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On quitting writing (a discussion, not an announcement) - Lakeshore
An author of no particular popularity

Jay Lake
Date: 2006-11-13 21:30
Subject: On quitting writing (a discussion, not an announcement)
Security: Public
Tags:process, writing
Sean Lindsay has this fascinating and somewhat hilarious blog called 101 Reasons to Stop Writing. I got pointed there by throughsoftair as part of a discussion on quitting here between him, me and ladnews.

The concept of quitting writing is an interesting one. As I said in that thread, Have you noticed that when a friend or fellow writer decides to hang up their pen, there's often a mad scramble to form a support group posse and head them off at the exit?

To which ladnews replied, Yeah, and I'm not always convinced it's the right thing to do. Sometimes giving up is good for everyone concerned. Some folks, famously Harlan Ellison, but also Charles Brown and others, have been quite direct about quitting when talking to aspiring and new writers.

Bluntly, the odds suck. The upcoming Internet Review of Science Fiction column by specficrider and me includes some numbers I ran on ratio of submissions to publications at professional short story and novel markets. We didn't even run the last factor, which was filtering the new writer penetration from the total submission load, but I will make the educated guess that for the New York novel imprints in spec fic, it's far less than one first novel published for every thousand first novels submitted. While I can quickly break that number back down to less frightening levels via Sturgeon's Law and some other reasonable filters, it's definitely bog mindling no matter how you slice it.

In other words, this ain't no get rich quick scheme. Nobody does this for the money, not from the front end. You can make quite a good living writing, if you hit a lot of projects and spread out your name and efforts through multiple genres of standlone fiction, across work-for-hire or outside fiction altogether, but in our little fishpond, the odds are staggering, while the payouts are tiny. (Remember that New York novel contracts have three or four milestone payments which could stretch over two to three years, minus agent commission and tax bite. It skinnies down fast.) Even to get to the point where that is possible requires a lot of hard work.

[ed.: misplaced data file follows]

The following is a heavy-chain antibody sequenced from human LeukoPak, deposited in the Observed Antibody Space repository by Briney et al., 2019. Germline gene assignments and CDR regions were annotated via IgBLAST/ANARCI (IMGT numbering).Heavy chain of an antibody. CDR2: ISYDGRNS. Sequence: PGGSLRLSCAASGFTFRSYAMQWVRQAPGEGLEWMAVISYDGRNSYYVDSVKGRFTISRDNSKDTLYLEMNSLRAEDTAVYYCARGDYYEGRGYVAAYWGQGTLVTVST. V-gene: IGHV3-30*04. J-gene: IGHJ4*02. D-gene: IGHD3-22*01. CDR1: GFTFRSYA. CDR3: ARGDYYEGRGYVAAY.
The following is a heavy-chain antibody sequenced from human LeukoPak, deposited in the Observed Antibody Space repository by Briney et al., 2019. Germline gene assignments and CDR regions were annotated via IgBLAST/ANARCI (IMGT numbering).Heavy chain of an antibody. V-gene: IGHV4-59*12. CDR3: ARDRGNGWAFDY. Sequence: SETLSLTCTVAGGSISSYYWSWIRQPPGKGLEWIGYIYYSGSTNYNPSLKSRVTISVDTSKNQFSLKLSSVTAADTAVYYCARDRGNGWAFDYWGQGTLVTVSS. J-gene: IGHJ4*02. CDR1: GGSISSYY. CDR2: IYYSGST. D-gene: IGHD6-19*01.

So, as Sean Lindsay reminds us, there's lots of reasons for quitting. 1,000 of them for every winner, if you want to fingercount by one crude measure.

All that being said, I'm hopeful as a writer, and hopeful for my friends and associates in this field. So when someone does say, "hey, I've had enough," I'm ready to form up that aforementioned posse and head for the horizon, to cut them off and beat them back into the kraal.

Why?

I think it's a projection issue for all of us. This is the obverse of the classic writerly jealousy. "If she can fail, if he can walk away, what does that portend for me?" We all work alone, and the green worm of envy gnaws in all our hearts to some degree, but far more so than most professions writers tend to be very conscious of the commonality of their effort. One success is everyone's success, one failure is everyone's failure. And in a business rife with rejection, rewrite and resubmission even in the hottest careers, it's easy to convince ourselves that the only real failure is walking away.

And I have to say to myself, "How do I know that?" Walking away might be a victory for someone else. Not for me, I don't think, but that's just me. Some people really do have much tougher rows to hoe than others, due to scope of ambition, limitations of talent, needed growth of craft, emotional roadblocks, what have you.

I think it does come back to projection. The fear that if one person jumps the fence, it will be easier for the next to do so, then a few more, then one day it's our turn. Come on, it's always easier to walk away from the keyboard and watch TV or play some MMORPG or go clubbing. We do this because it's hard, not because it's easy. If it was easy, everyone could do it.

I'd like to think that if a dear friend or beloved writer announced that they were done, that I could celebrate and support their decision. I'm not sure I'm that big, but it would be the right thing to do. I'd also like to think I'll never say that, but I learned years ago to never say "never".

What's your take on quitting? Do you know anyone who just walked away?
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Richard Parks
User: ogre_san
Date: 2006-11-14 05:40 (UTC)
Subject: (no subject)
I know someone who walked away, and so far, is sticking to that decision with no sign of relenting. For writing fiction, that is. She'll still do non-fiction.

I tried to quit once. For about a year I thought I HAD quit. I was wrong.
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User: throughsoftair
Date: 2006-11-14 05:43 (UTC)
Subject: (no subject)